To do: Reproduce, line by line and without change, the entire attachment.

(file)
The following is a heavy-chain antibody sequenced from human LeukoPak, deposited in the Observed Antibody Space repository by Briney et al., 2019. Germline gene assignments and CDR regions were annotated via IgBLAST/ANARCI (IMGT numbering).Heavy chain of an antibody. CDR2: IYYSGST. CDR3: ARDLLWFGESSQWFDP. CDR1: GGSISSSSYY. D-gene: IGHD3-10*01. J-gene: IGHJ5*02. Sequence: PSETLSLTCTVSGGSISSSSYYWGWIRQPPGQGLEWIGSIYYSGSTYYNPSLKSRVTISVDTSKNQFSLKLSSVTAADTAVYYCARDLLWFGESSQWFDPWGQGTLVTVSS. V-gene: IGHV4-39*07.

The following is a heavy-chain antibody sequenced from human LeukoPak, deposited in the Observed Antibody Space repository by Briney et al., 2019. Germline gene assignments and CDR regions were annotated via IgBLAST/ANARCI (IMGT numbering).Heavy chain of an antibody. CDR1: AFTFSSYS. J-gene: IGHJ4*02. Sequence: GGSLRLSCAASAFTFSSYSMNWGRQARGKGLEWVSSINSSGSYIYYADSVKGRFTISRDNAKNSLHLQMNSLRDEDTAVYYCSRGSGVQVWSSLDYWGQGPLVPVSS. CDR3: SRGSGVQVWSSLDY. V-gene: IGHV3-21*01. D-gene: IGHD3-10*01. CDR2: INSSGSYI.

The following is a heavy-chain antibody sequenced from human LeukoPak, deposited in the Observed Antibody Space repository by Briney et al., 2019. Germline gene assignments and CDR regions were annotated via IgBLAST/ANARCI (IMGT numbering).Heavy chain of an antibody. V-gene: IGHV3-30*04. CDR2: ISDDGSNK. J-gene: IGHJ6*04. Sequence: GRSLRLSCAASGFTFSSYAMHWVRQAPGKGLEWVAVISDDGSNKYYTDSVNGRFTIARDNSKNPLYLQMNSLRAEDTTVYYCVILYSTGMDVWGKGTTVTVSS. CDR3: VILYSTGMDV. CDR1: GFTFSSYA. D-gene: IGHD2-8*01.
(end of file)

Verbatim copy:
The following is a heavy-chain antibody sequenced from human LeukoPak, deposited in the Observed Antibody Space repository by Briney et al., 2019. Germline gene assignments and CDR regions were annotated via IgBLAST/ANARCI (IMGT numbering).Heavy chain of an antibody. CDR2: IYYSGST. CDR3: ARDLLWFGESSQWFDP. CDR1: GGSISSSSYY. D-gene: IGHD3-10*01. J-gene: IGHJ5*02. Sequence: PSETLSLTCTVSGGSISSSSYYWGWIRQPPGQGLEWIGSIYYSGSTYYNPSLKSRVTISVDTSKNQFSLKLSSVTAADTAVYYCARDLLWFGESSQWFDPWGQGTLVTVSS. V-gene: IGHV4-39*07.

The following is a heavy-chain antibody sequenced from human LeukoPak, deposited in the Observed Antibody Space repository by Briney et al., 2019. Germline gene assignments and CDR regions were annotated via IgBLAST/ANARCI (IMGT numbering).Heavy chain of an antibody. CDR1: AFTFSSYS. J-gene: IGHJ4*02. Sequence: GGSLRLSCAASAFTFSSYSMNWGRQARGKGLEWVSSINSSGSYIYYADSVKGRFTISRDNAKNSLHLQMNSLRDEDTAVYYCSRGSGVQVWSSLDYWGQGPLVPVSS. CDR3: SRGSGVQVWSSLDY. V-gene: IGHV3-21*01. D-gene: IGHD3-10*01. CDR2: INSSGSYI.

The following is a heavy-chain antibody sequenced from human LeukoPak, deposited in the Observed Antibody Space repository by Briney et al., 2019. Germline gene assignments and CDR regions were annotated via IgBLAST/ANARCI (IMGT numbering).Heavy chain of an antibody. V-gene: IGHV3-30*04. CDR2: ISDDGSNK. J-gene: IGHJ6*04. Sequence: GRSLRLSCAASGFTFSSYAMHWVRQAPGKGLEWVAVISDDGSNKYYTDSVNGRFTIARDNSKNPLYLQMNSLRAEDTTVYYCVILYSTGMDVWGKGTTVTVSS. CDR3: VILYSTGMDV. CDR1: GFTFSSYA. D-gene: IGHD2-8*01.